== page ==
Market Strategy 9/12/2022
My Goal is Beyond
Long term investors should consider diversification over concentrated positions
The broad market advanced on three out of four days last week as investors bid up stocks on expectations that a 75 basis point hike by the Federal Reserve has been priced into the market.
- We offer our thoughts on equity diversification and a laddered approach to investing in equities in times like these.
- This week a brace of economic data is scheduled for release, including the CPI, PPI, retail sales and the Michigan survey of consumer sentiment will likely garner much attention from market participants.
- Last week’s data showed business confidence remaining high and claims of unemployment benefits on a downward trend.
- We update our forward valuations page and the anatomy of this summer’s equity market rally.
The adage “my goal is beyond” in our view applies readily in times of transitioning economies and markets. When markets get roiled it helps to know what you own, why you own it and have right sized expectations of what kind of performance you can expect to see from different types of exposure among asset classes held in a portfolio.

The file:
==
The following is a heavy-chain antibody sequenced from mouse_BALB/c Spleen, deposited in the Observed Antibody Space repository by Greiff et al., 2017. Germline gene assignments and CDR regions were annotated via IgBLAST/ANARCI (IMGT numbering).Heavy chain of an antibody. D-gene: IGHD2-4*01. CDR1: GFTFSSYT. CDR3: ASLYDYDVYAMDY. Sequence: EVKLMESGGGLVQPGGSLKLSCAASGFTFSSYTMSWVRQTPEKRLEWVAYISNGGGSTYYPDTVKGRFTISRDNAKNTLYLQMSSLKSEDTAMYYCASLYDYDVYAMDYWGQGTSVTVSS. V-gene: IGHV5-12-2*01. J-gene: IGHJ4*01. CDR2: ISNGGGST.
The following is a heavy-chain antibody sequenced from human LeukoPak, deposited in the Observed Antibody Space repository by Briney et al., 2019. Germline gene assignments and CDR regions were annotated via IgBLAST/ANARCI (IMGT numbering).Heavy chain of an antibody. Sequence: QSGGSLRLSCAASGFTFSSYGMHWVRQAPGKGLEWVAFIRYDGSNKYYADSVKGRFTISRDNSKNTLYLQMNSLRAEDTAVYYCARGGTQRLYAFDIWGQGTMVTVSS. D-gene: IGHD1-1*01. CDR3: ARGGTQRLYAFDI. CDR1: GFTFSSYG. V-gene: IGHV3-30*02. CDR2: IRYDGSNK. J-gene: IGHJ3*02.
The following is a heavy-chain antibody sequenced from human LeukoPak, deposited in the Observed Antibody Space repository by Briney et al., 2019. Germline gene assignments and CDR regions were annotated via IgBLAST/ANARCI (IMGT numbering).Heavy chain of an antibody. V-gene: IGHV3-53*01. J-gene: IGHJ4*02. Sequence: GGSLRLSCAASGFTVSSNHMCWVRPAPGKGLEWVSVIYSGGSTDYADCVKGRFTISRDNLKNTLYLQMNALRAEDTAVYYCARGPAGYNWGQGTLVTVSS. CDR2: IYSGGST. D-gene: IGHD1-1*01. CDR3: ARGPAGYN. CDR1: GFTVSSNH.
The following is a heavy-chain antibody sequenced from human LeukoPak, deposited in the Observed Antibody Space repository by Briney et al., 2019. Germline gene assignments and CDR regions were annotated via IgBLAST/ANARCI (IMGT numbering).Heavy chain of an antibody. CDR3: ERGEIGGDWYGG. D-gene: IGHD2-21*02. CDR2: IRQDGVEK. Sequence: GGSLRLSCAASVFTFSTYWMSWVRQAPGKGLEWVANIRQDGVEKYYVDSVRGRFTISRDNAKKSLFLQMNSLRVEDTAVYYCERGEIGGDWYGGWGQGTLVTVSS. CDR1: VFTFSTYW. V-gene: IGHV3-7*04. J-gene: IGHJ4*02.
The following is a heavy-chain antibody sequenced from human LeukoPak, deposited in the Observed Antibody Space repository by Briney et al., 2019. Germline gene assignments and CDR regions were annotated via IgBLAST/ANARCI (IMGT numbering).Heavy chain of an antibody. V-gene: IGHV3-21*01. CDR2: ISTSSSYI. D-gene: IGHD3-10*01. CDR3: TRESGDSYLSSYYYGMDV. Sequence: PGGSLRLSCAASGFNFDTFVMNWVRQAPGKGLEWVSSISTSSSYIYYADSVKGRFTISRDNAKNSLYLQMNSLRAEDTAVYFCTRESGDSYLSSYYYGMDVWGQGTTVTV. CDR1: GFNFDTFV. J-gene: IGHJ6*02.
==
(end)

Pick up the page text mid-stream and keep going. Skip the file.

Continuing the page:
Considering how what you own in your portfolio will likely react over a transitional period in the economy and the markets is key. We have found a dollop of human psychology and keeping things in context of history to be a useful approach in dealing with market cycles over the years.
It also helps to remember Mark Twain’s adage that “history may not repeat itself but it often rhymes.” Such discipline can help investors navigate choppy and even stormy waters and avoid an emotional response to a situation that requires more of a business-savvy response.